Modular bldgs. stir concerns among board
Published 7:08 pm Wednesday, April 7, 2010
A quick care clinic in a modular building set to be put in theLincoln Plaza parking lot is a source of chagrin and the cause of acoming work session for the Brookhaven Board of Aldermen.
Aldermen said while they cannot stop the Family Health Care Clinicfrom being placed in the parking lot, they want to find a way tokeep similar situations from occurring in the future.
Ward Five Aldermen D.W. Maxwell said he had heard severalcomplaints about the building going up, and that the board neededto find a way to block further modular buildings in areas wherethey were incompatible with the current architecture.
Mayor Les Bumgarner said part of the problem is that currentordinances don’t cover the situation exactly.
“He had already made his request, and anything we do after that isex post facto,” he said. “I felt like our hands were tied, andwe’re just trying to handle it because we don’t have anything inwriting.”
City Building Inspector Chip Gennaro said the building will be”landscaped” with planters all around the building.
Aldermen agreed to put a six-month moratorium on further modularand mobile units in commercial districts.
“There are some holes in these ordinances that we need to getplugged, we just haven’t plugged them quick enough,” said Ward SixAlderman David Phillips. “We spent 18 months on our comprehensiveplan, and we still need to say that we don’t want modular housingwith the wheels still on in our central business district.”
The board agreed on the moratorium, with City Attorney Joe Fernaldadding that it can be renewed in six months if the city is showingprogress toward an ordinance. They also set a work session to beheld at the end of the month for “plugging holes” in ordinancesdealing with units that are incompatible with theirdistricts.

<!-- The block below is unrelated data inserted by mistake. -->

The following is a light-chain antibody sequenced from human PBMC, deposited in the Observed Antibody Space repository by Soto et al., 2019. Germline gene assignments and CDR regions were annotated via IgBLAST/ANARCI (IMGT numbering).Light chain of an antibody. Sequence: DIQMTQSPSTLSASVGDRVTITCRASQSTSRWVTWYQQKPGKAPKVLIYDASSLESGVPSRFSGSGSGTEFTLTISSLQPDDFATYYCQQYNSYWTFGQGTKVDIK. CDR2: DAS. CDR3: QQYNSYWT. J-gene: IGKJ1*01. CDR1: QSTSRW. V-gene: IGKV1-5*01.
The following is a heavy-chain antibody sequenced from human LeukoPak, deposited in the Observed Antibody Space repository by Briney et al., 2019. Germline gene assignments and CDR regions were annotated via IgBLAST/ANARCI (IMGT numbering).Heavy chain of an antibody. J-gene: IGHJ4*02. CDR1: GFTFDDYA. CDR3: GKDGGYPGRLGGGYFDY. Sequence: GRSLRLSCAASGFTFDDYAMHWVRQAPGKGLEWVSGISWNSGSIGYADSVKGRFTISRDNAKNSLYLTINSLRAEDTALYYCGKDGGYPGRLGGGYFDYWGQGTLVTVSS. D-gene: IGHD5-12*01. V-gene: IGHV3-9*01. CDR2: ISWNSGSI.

Meanwhile, the subject of park bathrooms raised its ugly headagain.
City officials have struggled with trying to find an affordable wayto put restrooms in Bethel and Bicentennial Parks. However, theyhave had a hard time reconciling bids with budgetconstraints.
Bumgarner told the board that Brookhaven Recreation DepartmentDirector Terry Reid had located bids on the bathrooms for around$24,000 each, which is the lowest that has come in so far.
“We don’t have that money in the budget for both of these,” hesaid. “We’ve got $15,000 a piece, so we could conceivably do onenow and one for the next budget.”
Maxwell said he thought they should be bid out as separate projectsso that independent contractors could possibly be brought in to dothem for less than $15,000 a piece, but City Clerk Mike Jinks saidthere are laws that govern which projects have to be bid out.
“If the auditing department thinks you’re splitting bids to dodgeprice laws, they’ll come after you,” he said.
Ward One Alderman Dorsey Cameron said he would be willing to letthe first set of restrooms go to Bethel Park, and that he would behappy to wait until next year to have them added to BicentennialPark.
“This is a big improvement from the last time we had a bid, so Imake a motion that we do it,” he said. “Let’s do this and get onebuilt, and I have no problem waiting for the next.”
The motion passed by a vote of 6-1, with Maxwell voting againstit.
In other construction news, Bumgarner told the board that theassisted living facility set to be built on Monticello Streetacross from the Inez Hotel overcame yet another hurdle.
Builder Gayle Evans has run into snag after snag in his dream toput up an assisted living home in downtown Brookhaven, and hadfinally purchased some property and was ready to get started. Butstate officials said the proximity to the railroad tracks wouldprohibit him from putting the facility in the location he hadpurchased, Bumgarner said.
“Becky Currie, our representative, who is also a nurse, went withhim to a meeting today, and he’s been approved to go on withconstruction,” Bumgarner said. “They were worried about the noise… we didn’t realize the railroad was a problem until they camdown to see it, so we got some people together and I wrote them aletter and the meeting was a success.”
Bumgarner said he had informed state officials in his letter thatBrookhaven is interested in becoming a quiet zone for the trains,but admitted that there are liabilities involved with being a quietzone.
“It shifts the liability to the city if you have an accident,” hesaid. “Right now if the train people blow those horns and you getout in front of it, that’s your fault.”